The length or the pulse width of this delay pulse can be varied by suitably adjusting VR1 which also becomes the speed control knob for the discussed PWM controlled fan regulator circuit.
VR1 and C2 must be selected such that the maximum delay produced by these should not exceed the 1/100 = 0.01 second timing in order to ensure a linearly incrementing 0 to full calibration over the given control knob.
The above could be implemented by some trial error or by using the standard formula for IC 4060.
For the above you may also experiment the other outputs of the IC.
R1, R5 = 1M
R2, R3, R4 R6 = 10K
VR1, C2 = SEE TEXT
OPTO = 4N35 OR ANY STANDARD
C1 = 0.22uF/400v
C3 = 100uF/25V
D1---D5 = 1N4007
Z1 = 12V
IC1 = 4060
TRIAC = BT136
The delay waveform image below shows how the phase for the fan may be delayed at every zero crossing, for the various settings of VR1 and C2.
Smart PWM Fan Regulator Using IC 555
Almost all light/fan regulator circuits make use of a silicon-controlled rectifier (triac or SCR).
These devices are switched with a predetermined phase angle which subsequently stays in the conduction mode until the following zero crossing of the mains AC cycle.
This process looks easy, however simultaneously it presents difficulties while controlling smaller loads or which are inductive in nature causing hysteresis and flickering.
The reason of these issues depend on the truth that due to smaller load wattage the current delivered to the devices is inadequate to sustain their conduction.
Therefore a region of the control characteristic is not thoroughly implemented. The outcome further deteriorates for the loads that are inductive.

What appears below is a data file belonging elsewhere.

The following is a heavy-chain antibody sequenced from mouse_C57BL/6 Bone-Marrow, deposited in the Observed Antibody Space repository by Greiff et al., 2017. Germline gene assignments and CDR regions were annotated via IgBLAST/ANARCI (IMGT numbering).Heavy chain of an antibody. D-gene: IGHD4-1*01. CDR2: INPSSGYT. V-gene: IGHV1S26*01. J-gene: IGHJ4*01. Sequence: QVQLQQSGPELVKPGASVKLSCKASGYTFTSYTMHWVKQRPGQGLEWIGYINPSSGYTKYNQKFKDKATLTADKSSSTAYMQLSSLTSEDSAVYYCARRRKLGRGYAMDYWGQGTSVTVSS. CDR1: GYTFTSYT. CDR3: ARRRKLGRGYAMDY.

How the Circuit Works
The proposed AC 220V PWM regulator circuit using IC 555 gives you a simple solution by supplying the triac with a constant gate current, to ensure that loads as nominal as 1 watt is also controlled smoothly.
To have the circuit as compact and straightforward as it can be, we utilize the popular timer IC 555.
The output of the IC 555, which can be typically triggered high, is activated low through a negative potential input.
This negative supply is made available from the stage comprising C1-R3, rectifier D1 -D2, along with stabilizer section D3-C2. BJTs T1 to T3 deliver a initializing pulse on the trigger input pin#2 of the 555 for each of the zero crossings of the mains AC input.
During a PWM period, as decided by the adjustment of P1 and P2, the output of the IC 555 is usually high, and we, therefore, have practically zero voltage difference across pins 3 and pin 8, i.e. the triac remains switched off.
As soon as the set interval is elapsed, pin 3 becomes low and the triac is activated.
For the rest of the half AC cycle, a gate current keeps running, which allows the the triac to continue to conduct.
The lowest point where, let's say, a light bulb need not just illuminate, is determined by carefully adjusting the pot P1. Filter R7 C5 L1 supplies the necessary decoupling for the triac.
As a final point, remember that the absolute maximum power that could be governed by this IC 555 based smart regulator switch should not exceed 600 watts.